It seems like only yesterday that a crack team of visual effects artist back at Foundation Imaging embarked on the project of a lifetime – creating a special edition DVD of Star Trek: The Motion Picture. The goal? To actually finish the movie. Director Robert Wise was so rushed to get the thing out the door he never felt like the movie was done, so finally, almost 25 years later, Paramount invited him to come back, pick up the pieces and make them all fit right. One “special feature” that was never going to make it on the DVD is presented here for the first time – proving that even room full of computer nerds have a sense of humor:
More on the making of this clip after you get done choking on your coffee.
So one day, we were all standing around the Digital Beta machine, fast forwarding through Star Trek: The Motion Picture, looking for effects shots to take notes. When we got to the V’ger sequence, it was especially noticeable on fast-search just how many shots there were of people looking shocked and amazed. “It looks like they’re watching a porno movie,” I blurted out. Everyone laughed, then looked upwards as if in thought for a moment, then back to me. “You know, you’re going to have to do it,” said Daren.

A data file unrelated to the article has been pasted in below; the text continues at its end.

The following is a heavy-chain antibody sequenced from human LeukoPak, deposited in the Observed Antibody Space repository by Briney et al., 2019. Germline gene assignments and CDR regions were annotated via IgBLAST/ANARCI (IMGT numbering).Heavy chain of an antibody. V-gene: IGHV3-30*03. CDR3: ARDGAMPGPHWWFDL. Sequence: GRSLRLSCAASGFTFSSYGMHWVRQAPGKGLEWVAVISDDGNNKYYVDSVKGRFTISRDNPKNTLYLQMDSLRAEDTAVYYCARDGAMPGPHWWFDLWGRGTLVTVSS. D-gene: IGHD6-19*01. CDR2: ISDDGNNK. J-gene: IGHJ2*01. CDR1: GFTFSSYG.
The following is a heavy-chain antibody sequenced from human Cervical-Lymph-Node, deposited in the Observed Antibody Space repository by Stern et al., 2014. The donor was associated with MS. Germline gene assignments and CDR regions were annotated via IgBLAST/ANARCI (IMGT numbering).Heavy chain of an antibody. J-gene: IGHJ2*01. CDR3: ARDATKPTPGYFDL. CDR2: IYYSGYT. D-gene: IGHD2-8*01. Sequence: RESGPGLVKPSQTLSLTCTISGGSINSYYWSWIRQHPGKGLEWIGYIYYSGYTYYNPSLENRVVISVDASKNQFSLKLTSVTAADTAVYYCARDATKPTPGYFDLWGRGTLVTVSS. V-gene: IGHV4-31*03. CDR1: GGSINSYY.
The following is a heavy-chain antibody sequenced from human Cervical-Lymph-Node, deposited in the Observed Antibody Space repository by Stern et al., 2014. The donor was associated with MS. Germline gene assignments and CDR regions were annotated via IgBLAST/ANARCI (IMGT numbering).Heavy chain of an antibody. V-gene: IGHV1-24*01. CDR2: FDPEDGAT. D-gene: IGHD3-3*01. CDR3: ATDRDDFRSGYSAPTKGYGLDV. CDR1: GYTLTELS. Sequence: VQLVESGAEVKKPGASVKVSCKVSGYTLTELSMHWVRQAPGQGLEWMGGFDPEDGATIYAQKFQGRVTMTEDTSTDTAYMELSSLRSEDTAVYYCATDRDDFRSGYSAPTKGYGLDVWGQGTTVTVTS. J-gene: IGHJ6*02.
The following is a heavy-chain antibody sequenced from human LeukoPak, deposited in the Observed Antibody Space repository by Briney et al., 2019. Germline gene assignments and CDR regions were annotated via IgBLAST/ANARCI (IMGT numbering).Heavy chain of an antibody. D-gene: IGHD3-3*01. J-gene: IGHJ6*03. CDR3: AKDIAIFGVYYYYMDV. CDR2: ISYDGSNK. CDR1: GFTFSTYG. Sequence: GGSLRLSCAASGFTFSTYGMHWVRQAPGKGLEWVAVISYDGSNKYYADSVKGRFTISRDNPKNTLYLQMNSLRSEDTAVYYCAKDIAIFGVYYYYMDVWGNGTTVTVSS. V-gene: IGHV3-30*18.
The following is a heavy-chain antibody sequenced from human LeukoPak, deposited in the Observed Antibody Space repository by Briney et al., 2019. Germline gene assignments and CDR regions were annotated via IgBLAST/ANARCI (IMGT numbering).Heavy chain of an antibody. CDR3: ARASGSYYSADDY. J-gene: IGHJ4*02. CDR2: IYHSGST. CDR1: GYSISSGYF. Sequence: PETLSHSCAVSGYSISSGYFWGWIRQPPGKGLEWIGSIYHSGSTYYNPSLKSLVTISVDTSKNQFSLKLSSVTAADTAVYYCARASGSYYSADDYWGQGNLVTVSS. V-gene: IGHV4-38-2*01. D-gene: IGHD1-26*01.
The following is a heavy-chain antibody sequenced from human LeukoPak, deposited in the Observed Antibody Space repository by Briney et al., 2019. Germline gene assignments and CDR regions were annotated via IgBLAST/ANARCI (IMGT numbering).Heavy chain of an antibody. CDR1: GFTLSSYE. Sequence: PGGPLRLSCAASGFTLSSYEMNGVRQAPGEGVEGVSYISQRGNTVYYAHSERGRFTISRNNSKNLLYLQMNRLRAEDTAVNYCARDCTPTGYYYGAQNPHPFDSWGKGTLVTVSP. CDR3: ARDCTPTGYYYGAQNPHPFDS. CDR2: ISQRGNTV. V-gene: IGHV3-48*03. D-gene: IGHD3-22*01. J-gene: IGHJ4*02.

I knew exactly what he meant.
The clip was actually much more involved than it looks. First, because I wanted to keep it “clean,” I needed audio of a porn movie that didn’t use any foul language. Good luck with that one! To make the order even taller, I had to also have a scene with no music in the background (music would make heavy audio editing impossible – you’d hear every cut).
I’ll have you know, dear reader, in the effort of public entertainment I spent many, many laborious hours “researching” dozens of porn DVDs, trying to find a scene that had no cussing, no music and lots of interesting audio cues.
Call me a dedicated artist.
Editing was basically all about timing expressions to the heavy breathing. After that was finished, I laid in some appropriately cheesy porn music and added a layer of “bridge” sound effects to keep the feeling alive that we were on the bridge and this was really happening.
So there you have it, the making of a classic.
And yes, Robert Wise loved it.